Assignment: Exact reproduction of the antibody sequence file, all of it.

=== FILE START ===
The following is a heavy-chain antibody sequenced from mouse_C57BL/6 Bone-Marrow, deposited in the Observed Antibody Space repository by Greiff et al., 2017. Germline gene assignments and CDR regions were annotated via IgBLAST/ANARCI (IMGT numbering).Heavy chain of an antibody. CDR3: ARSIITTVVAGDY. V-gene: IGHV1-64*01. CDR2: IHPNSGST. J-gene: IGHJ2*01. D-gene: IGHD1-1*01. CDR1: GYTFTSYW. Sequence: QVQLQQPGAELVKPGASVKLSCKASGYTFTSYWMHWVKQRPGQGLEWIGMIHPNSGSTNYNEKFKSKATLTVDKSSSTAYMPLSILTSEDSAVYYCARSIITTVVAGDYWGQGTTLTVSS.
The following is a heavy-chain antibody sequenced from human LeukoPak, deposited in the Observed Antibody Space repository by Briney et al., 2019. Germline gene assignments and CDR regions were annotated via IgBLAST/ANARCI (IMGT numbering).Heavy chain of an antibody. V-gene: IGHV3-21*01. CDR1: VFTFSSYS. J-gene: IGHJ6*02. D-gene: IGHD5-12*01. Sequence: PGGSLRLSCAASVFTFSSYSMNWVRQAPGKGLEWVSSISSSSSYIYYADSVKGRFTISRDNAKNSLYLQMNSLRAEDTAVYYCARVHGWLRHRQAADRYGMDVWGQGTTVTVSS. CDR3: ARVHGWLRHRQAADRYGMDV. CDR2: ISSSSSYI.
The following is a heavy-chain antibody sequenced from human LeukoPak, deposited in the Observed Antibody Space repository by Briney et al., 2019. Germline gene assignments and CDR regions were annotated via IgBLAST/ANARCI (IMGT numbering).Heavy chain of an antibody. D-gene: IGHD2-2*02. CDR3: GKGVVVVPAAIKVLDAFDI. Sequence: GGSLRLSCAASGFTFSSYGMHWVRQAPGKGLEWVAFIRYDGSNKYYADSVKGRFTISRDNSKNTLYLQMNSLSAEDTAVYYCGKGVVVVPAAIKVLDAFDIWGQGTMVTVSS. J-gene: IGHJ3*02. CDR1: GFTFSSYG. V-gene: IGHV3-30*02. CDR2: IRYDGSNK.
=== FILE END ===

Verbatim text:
The following is a heavy-chain antibody sequenced from mouse_C57BL/6 Bone-Marrow, deposited in the Observed Antibody Space repository by Greiff et al., 2017. Germline gene assignments and CDR regions were annotated via IgBLAST/ANARCI (IMGT numbering).Heavy chain of an antibody. CDR3: ARSIITTVVAGDY. V-gene: IGHV1-64*01. CDR2: IHPNSGST. J-gene: IGHJ2*01. D-gene: IGHD1-1*01. CDR1: GYTFTSYW. Sequence: QVQLQQPGAELVKPGASVKLSCKASGYTFTSYWMHWVKQRPGQGLEWIGMIHPNSGSTNYNEKFKSKATLTVDKSSSTAYMPLSILTSEDSAVYYCARSIITTVVAGDYWGQGTTLTVSS.
The following is a heavy-chain antibody sequenced from human LeukoPak, deposited in the Observed Antibody Space repository by Briney et al., 2019. Germline gene assignments and CDR regions were annotated via IgBLAST/ANARCI (IMGT numbering).Heavy chain of an antibody. V-gene: IGHV3-21*01. CDR1: VFTFSSYS. J-gene: IGHJ6*02. D-gene: IGHD5-12*01. Sequence: PGGSLRLSCAASVFTFSSYSMNWVRQAPGKGLEWVSSISSSSSYIYYADSVKGRFTISRDNAKNSLYLQMNSLRAEDTAVYYCARVHGWLRHRQAADRYGMDVWGQGTTVTVSS. CDR3: ARVHGWLRHRQAADRYGMDV. CDR2: ISSSSSYI.
The following is a heavy-chain antibody sequenced from human LeukoPak, deposited in the Observed Antibody Space repository by Briney et al., 2019. Germline gene assignments and CDR regions were annotated via IgBLAST/ANARCI (IMGT numbering).Heavy chain of an antibody. D-gene: IGHD2-2*02. CDR3: GKGVVVVPAAIKVLDAFDI. Sequence: GGSLRLSCAASGFTFSSYGMHWVRQAPGKGLEWVAFIRYDGSNKYYADSVKGRFTISRDNSKNTLYLQMNSLSAEDTAVYYCGKGVVVVPAAIKVLDAFDIWGQGTMVTVSS. J-gene: IGHJ3*02. CDR1: GFTFSSYG. V-gene: IGHV3-30*02. CDR2: IRYDGSNK.